In October 1946, Paterson defended his European bantamweight title against Theo Medina, again in Glasgow. He lost the title when Medina knocked him out in the fourth round.
Recognising that his performance levels were dropping, which he blamed on having insufficient time to train while serving in the RAF, in November 1946, Paterson announced his intention to retire after touring either South Africa or Australia, although he changed his mind and would continue for several more years.
In February 1947, he challenged for the British bantamweight title, held by Johnny King. They fought in King's hometown of Manchester, and Paterson knocked King out in the seventh after putting him down four times in the fight.
In October 1947, he defended his British and Commonwealth bantamweight titles against Welshman, Norman Lewis, at Harringay Arena, London. He scored another knockout, stopping Lewis in the fifth.
Stripped of titlesEdit
Paterson was finding it more and more difficult to make the eight stone flyweight limit. In July 1947, he was due to defend his World flyweight title against Dado Marino, but collapsed at the weigh-in after making over-strenuous efforts to lose weight. The result was that the National Boxing Association of America and the British Boxing Board of Control stripped him of his British, Empire, and World titles. Rinty Monaghan of Northern Ireland fought and beat Marino to take the World title, but Paterson took out an injunction against the BBBC to prevent it from recognising Monaghan as champion.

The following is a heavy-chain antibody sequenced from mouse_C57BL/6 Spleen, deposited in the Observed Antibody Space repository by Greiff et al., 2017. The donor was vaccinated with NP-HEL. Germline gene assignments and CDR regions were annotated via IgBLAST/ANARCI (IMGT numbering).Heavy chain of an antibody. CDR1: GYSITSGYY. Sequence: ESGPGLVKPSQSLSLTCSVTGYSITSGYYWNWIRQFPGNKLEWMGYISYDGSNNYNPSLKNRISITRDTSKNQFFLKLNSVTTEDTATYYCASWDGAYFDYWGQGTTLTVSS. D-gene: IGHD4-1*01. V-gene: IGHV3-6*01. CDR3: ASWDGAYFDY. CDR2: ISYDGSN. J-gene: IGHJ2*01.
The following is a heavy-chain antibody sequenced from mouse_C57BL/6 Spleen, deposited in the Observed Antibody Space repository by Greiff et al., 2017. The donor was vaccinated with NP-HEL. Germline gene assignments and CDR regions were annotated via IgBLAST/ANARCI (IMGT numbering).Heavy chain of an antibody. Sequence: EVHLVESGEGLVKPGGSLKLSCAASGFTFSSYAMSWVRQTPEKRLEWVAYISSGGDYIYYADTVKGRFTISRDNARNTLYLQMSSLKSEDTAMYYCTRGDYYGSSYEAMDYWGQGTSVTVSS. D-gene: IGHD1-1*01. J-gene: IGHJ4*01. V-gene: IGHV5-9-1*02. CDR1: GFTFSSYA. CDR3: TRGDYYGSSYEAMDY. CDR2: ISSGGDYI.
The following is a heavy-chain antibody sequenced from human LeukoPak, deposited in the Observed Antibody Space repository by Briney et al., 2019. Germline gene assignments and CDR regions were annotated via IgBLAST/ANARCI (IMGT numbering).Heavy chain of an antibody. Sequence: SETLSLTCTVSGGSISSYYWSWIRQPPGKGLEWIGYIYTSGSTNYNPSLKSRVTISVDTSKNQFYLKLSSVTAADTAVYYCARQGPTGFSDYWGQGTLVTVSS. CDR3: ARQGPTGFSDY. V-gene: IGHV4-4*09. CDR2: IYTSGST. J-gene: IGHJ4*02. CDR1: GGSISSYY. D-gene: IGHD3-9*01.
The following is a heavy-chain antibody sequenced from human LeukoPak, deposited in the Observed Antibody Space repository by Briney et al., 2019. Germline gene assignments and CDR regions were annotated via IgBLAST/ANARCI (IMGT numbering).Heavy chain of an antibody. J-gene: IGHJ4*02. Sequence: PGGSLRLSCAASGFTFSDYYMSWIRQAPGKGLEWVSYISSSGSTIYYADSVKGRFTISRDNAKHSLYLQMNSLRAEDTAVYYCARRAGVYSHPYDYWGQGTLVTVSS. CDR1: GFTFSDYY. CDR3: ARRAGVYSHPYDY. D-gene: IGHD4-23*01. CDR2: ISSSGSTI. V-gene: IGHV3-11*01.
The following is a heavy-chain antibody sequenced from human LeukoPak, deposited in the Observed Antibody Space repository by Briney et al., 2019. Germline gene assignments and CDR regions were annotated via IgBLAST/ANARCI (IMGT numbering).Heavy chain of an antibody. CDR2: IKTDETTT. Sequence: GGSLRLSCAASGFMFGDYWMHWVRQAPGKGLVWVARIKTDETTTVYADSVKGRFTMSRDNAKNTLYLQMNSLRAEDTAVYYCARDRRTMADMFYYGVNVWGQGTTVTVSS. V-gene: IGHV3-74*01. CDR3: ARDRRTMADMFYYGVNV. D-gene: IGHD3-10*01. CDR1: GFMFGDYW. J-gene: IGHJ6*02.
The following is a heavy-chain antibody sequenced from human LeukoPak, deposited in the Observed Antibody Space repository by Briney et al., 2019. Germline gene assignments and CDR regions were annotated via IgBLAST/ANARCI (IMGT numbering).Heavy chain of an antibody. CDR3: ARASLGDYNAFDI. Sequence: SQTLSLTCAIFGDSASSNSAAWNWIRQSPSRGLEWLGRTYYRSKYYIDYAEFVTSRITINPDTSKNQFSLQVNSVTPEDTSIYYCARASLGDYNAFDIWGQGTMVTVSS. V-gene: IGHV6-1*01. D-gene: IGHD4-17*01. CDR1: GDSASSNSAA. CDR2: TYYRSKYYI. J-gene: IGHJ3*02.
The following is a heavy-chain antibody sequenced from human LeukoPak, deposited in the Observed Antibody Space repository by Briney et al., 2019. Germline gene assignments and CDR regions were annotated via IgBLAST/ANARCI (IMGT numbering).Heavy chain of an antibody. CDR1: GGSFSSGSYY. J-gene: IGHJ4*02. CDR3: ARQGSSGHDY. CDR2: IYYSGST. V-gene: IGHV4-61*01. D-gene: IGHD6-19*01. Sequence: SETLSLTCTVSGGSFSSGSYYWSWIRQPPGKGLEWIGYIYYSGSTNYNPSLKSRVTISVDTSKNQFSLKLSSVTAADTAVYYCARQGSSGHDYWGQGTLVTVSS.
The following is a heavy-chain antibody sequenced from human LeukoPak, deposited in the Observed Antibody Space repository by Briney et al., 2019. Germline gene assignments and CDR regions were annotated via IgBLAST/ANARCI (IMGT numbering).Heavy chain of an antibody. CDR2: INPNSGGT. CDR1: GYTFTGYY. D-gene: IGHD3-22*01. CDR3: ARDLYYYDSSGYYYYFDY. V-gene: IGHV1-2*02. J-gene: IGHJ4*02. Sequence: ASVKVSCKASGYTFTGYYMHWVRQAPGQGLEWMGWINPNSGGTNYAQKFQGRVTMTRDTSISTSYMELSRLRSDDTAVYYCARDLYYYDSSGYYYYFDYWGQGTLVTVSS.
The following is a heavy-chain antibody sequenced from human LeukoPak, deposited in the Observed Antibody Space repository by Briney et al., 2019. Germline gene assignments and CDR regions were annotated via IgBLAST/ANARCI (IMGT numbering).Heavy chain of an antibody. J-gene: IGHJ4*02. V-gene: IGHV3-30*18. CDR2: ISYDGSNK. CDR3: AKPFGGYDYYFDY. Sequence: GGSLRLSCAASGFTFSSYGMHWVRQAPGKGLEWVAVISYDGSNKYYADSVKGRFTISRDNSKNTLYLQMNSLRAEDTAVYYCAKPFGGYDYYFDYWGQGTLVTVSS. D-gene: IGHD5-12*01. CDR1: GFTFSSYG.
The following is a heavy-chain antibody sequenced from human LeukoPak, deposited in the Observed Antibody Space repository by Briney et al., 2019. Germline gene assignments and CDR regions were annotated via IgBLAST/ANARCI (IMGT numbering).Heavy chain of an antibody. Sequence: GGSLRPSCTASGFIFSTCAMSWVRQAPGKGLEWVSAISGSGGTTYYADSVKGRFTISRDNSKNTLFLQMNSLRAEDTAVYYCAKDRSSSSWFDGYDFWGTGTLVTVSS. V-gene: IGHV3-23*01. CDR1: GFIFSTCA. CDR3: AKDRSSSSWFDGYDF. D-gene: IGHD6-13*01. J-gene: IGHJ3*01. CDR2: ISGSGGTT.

After appealing to the Board, his titles were reinstated in November 1947, and he was ordered to defend against Monaghan.
Eventually, in March 1948, Paterson and Monaghan met in Belfast to decide the matter. Paterson had to lose 4 lbs 12 oz in a week to meet the eight stone limit. As a result, he was dehydrated and weakened. Monaghan knocked him down in the second round and Paterson retired at the end the seventh with a cut over his eye, Monaghan taking the World, British and Empire titles.
After losing his flyweight titles to Monaghan, Paterson still held the British and Commonwealth bantamweight titles. However his career was going downhill rapidly.
In March 1949, he defended his titles in Liverpool against Stan Rowan, losing on points over fifteen rounds.
His final twelve fights resulted in nine defeats and only three wins. He retired in 1950 but later that year announced his intention to make a comeback. His last fight was in February 1951, in Dundee and was an eight-round points defeat by Willie Miles.
Retirement and deathEdit
In his professional career Paterson had earned an estimated £50,000.